1. Changing IAD reporting relationships is hard.  What reason could a CAE give to distance IAD from an ineffective CFO without creating difficult politics? Organizational independence angles may help eliminate some possibilities that will hopefully endure:

    1. Practice Advisory: IAD should report to the position that makes the IAD most effective. What is the worst internal reporting line? Why?

    2. From the IIA QA Lead Reviewer who trained me: "The CFO exhibits every IAD-positive attribute. The whole organization represents it's a healthy relationship. IAD has respect and access as a result. But, what if the next CFO isn't? Or the CAE naive? Roles have longer lives than individuals. Consider the long term."

    3. The Code of Ethics: independence is "in fact and appearance" for trust. Without trust, there's no credibility for IAD's work. Which alignments would impact credibility?

    4. The Standards state fraud is considered at all stages of auditing. What reporting role would help accomplish what is expected?

    5. IAD reports to the board to allow an unobscured avenue for uncomfortable facts if concerns happen at the highest levels. What could happen to obscure board communications? Which alignments would halt or obscure those facts the worst?

    6. Some officers like to keep Audit Committees in the dark, and AC's who don't even know they can direct the IAD. What alignment communicates well with the board?

    7. Where would IAD have the least information access?

    The best long term solution considers the risk of losing credibility, and the likelihood of benefit by harming the IAD's responsibilities.

  1. I am pleased to see this conversation going on in the IA community. In my opinion, the issue of true independence (or lack thereof) is a significant one.

    I was in the IA field for 17 years before moving to management about four years ago. Norman's comments above resonated with me: "if there is a 'personality conflict' between the CAE and one of the top executives, does this create an unacceptably hostile environment? Does the CAE end up leaving within a year or two?"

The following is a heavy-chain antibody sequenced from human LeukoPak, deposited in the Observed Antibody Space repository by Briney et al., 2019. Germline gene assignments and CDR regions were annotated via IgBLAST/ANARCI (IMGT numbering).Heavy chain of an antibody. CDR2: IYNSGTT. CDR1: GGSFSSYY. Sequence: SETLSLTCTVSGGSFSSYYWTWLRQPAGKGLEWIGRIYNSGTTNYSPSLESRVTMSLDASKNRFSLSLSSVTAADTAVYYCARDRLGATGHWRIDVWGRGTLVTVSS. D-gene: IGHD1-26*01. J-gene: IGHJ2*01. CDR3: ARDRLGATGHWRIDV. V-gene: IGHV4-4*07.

This is exactly what happened to me - a reorganization resulted in me reporting to a new boss (the General Counsel) and we did not see eye-to-eye. Within a year, I resigned, after over 7 years as the CAE. The Audit Committee did not contact me for an exit interview, even though, on paper, I reported to them functionally. Of ffurther note is that there were situations where in-camera discussions that I had with the Audit Committee were repeated to management (this might be a further topic for discussion) so I didn't have a lot of trust to discuss what was happening with the Audit Committee.

    At that time, I was on an International IIA Committee and I was surprised to find the IA community somewhat hesitant to talk about this type of situation. I don't have any further solutions to add to what has been stated above but I do encourage the community to keep talking about this - the more discussion and acknowledgement around a problem, the greater likelihood that it will be resolved..

    Thanks for the opportunity to share....

  1. I believe that independence lies squarely with the CAE.  Regardless of organizational reporting lines it remains the responsibility and obligation of the CAE to determine whether he/she is truly exhibiting independence.  The profession expects and demands that we as CAEs exhibit the highest level of ethics regardless of the repercussions on our careers.  Whether this expectation is realistic is certainly a debatable topic, however, it does not relieve us of our responsibility to report the results or our audits objectively to the Audit Committee.  If anyone within the organization tries to deny us that responsibility, then we should know immediately that our independence has just been impacted.  However, that same event should give us all the more reason to execute our responsibility.  I realize it may cost us our jobs but, we should have accepted that risk when we accepted the position.